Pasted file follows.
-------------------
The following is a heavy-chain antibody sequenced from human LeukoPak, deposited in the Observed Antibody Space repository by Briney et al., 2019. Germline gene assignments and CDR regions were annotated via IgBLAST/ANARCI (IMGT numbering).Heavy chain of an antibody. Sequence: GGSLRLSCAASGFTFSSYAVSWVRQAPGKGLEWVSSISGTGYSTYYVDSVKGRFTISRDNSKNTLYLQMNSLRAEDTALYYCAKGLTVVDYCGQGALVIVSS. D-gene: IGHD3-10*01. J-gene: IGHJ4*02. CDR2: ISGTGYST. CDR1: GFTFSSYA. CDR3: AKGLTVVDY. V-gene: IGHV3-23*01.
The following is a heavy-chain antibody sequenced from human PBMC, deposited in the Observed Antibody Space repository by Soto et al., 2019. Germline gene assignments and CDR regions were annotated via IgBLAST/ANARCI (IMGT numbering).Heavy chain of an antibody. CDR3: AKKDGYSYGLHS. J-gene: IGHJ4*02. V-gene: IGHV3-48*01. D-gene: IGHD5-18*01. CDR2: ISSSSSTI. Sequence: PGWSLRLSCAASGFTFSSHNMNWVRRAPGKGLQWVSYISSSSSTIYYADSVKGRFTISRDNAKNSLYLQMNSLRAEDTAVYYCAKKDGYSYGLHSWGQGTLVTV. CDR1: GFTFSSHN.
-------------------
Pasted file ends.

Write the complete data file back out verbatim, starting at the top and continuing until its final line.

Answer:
The following is a heavy-chain antibody sequenced from human LeukoPak, deposited in the Observed Antibody Space repository by Briney et al., 2019. Germline gene assignments and CDR regions were annotated via IgBLAST/ANARCI (IMGT numbering).Heavy chain of an antibody. Sequence: GGSLRLSCAASGFTFSSYAVSWVRQAPGKGLEWVSSISGTGYSTYYVDSVKGRFTISRDNSKNTLYLQMNSLRAEDTALYYCAKGLTVVDYCGQGALVIVSS. D-gene: IGHD3-10*01. J-gene: IGHJ4*02. CDR2: ISGTGYST. CDR1: GFTFSSYA. CDR3: AKGLTVVDY. V-gene: IGHV3-23*01.
The following is a heavy-chain antibody sequenced from human PBMC, deposited in the Observed Antibody Space repository by Soto et al., 2019. Germline gene assignments and CDR regions were annotated via IgBLAST/ANARCI (IMGT numbering).Heavy chain of an antibody. CDR3: AKKDGYSYGLHS. J-gene: IGHJ4*02. V-gene: IGHV3-48*01. D-gene: IGHD5-18*01. CDR2: ISSSSSTI. Sequence: PGWSLRLSCAASGFTFSSHNMNWVRRAPGKGLQWVSYISSSSSTIYYADSVKGRFTISRDNAKNSLYLQMNSLRAEDTAVYYCAKKDGYSYGLHSWGQGTLVTV. CDR1: GFTFSSHN.